Hormone therapy is a cancer treatment that slows or stops the growth of cancers that grow by secreting hormones. It is also known as hormone treatment, endocrine therapy, or hormonal therapy.
How Hormone Therapy Can Help You Fight Cancer
Hormone treatment is used to treat the following conditions:
- To treat cancer. It can reduce the chances of cancer returning, as well as stop or delay its progression.
- Reduce the severity of cancer symptoms. It may be used to relieve or prevent symptoms in men who are unable to undergo surgery or radiation therapy for prostate cancer.
Hormone Therapy Types
It is divided into two types: those that prevent the body from producing hormones and those that interfere with how hormones operate in the body.
Who Gets Hormone Treatment?
Prostate and breast cancers that utilise hormones to proliferate are treated with hormone therapy. Hormone therapy is routinely combined with other cancer treatments. Treatment options vary depending on the type of cancer, if it has spread and how far it has spread, whether it requires hormones to develop, and whether you have any other health issues.
Hormone Therapy in Combination with Other Cancer Therapies
When combined with other treatments, can:
- Before undergoing surgery or radiation therapy, a tumour should be reduced in size. Neo-adjuvant therapy is the term for this type of treatment.
- Reduce the chances of cancer reappearing after the primary treatment. (Adjuvant therapy)
- Cancer cells that have spread to other parts of your body should be removed.
Hormone Therapy Can Have Negative Consequences
Hormone therapy may create unpleasant side effects by inhibiting your body’s ability to produce hormones or interfering with how hormones function.
Because people react differently to the same treatment, not everyone has the same side effects.
The following are some of the most common side effects experienced by men receiving hormone therapy for prostate cancer:
- Flashes of heat
- Loss of interest in or ability to engage in sexual activity
- Bones that have weakened
- Breasts that are enlarged and painful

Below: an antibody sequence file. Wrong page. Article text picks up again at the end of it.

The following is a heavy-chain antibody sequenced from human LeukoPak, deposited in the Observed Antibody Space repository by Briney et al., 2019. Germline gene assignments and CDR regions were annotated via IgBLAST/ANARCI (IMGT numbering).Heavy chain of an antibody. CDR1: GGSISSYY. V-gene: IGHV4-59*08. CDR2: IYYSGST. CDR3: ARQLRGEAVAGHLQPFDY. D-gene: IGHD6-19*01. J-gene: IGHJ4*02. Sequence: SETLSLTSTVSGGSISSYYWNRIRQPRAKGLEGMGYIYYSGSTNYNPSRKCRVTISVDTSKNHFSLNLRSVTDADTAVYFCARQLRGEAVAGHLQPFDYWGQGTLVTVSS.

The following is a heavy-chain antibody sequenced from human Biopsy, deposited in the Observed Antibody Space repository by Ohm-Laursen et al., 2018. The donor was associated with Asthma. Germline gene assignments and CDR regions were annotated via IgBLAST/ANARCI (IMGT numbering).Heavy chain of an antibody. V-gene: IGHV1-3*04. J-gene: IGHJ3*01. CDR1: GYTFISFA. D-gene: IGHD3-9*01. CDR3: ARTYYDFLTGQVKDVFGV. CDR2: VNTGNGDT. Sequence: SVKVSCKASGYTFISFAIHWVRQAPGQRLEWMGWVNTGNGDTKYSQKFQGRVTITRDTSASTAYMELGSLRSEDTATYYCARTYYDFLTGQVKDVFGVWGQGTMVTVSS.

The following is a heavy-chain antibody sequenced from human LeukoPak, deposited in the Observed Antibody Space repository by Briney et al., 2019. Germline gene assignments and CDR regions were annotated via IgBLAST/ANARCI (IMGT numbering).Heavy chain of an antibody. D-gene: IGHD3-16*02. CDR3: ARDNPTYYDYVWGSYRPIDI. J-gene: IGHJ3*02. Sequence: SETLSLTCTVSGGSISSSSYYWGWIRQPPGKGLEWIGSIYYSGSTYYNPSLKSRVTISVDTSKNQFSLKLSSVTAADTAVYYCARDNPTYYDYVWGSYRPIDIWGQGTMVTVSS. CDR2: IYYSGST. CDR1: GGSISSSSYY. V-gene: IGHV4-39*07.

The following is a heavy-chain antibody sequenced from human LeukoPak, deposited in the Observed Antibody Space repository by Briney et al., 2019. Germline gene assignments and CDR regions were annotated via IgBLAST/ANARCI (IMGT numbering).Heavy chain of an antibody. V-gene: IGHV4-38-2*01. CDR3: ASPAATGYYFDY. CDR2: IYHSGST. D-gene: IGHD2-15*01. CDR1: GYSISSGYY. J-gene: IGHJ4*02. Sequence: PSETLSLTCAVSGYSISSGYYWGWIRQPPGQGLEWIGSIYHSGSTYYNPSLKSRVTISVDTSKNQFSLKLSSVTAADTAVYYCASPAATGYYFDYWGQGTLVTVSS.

Side effects experienced by women receiving hormone therapy for breast cancer:
- Flashes of heat
- Dryness of the vaginal canal
- If you haven’t reached menopause yet, changes in your periods
- Loss of interest in sex
- Mood swings
How Much Does Hormone Treatment Cost?
Hormone therapy costs are determined by the following factors:
- What kinds of hormone therapy do you get?
- How long and how frequently do you get hormone therapy?
- Where do you live ?
How Is Hormone Therapy Administered?
It can be given in a number of different ways. Among the most common methods are:
- Oral :Hormone therapy is administered through pills that are swallowed.
- Injection : Hormone treatment is administered through a shot into a muscle in your arm, thigh, or hip, or directly under the skin in the fatty area of your arm, leg, or stomach.
- Surgery : To remove hormone-producing organs. The ovaries are removed from women. The testicles are removed from men.
Where Do You Get Hormone Therapy?
The type of hormone therapy you receive and how it is administered determine where you will receive treatment. Hormone therapy can be done at home. Hormone therapy can also be administered in a doctor’s office, clinic, or hospital.
The Effects of Hormone Therapy on You
Hormone therapy has a variety of effects on people. The type of cancer you have, how advanced it is, the type of hormone therapy you are receiving, and the dose all influence how you feel. Your doctors and nurses have no way of knowing how you will react to hormone therapy.
How to Determine Whether Hormone Therapy Is Effective
PSA tests will be performed on a regular basis if you are on hormone therapy for prostate cancer. Your PSA readings will stay the same or even decrease if hormone therapy is successful. However, if your PSA levels rise, it could indicate that the treatment is no longer effective. If this occurs, your doctor will talk to you about treatment choices.
You’ll have regular checkups if you’re on hormone therapy for breast cancer. The neck, underarm, chest, and breast areas are all examined during a checkup. You’ll get regular mammograms, albeit a mammography of a reconstructed breast is unlikely. Other imaging treatments or lab tests may be ordered by your doctor.
Prostate cancer hormone therapy can lead to weight gain. If you’re having trouble losing weight, talk to your doctor, nurse, or nutritionist.
While undergoing hormone therapy, you should be able to work.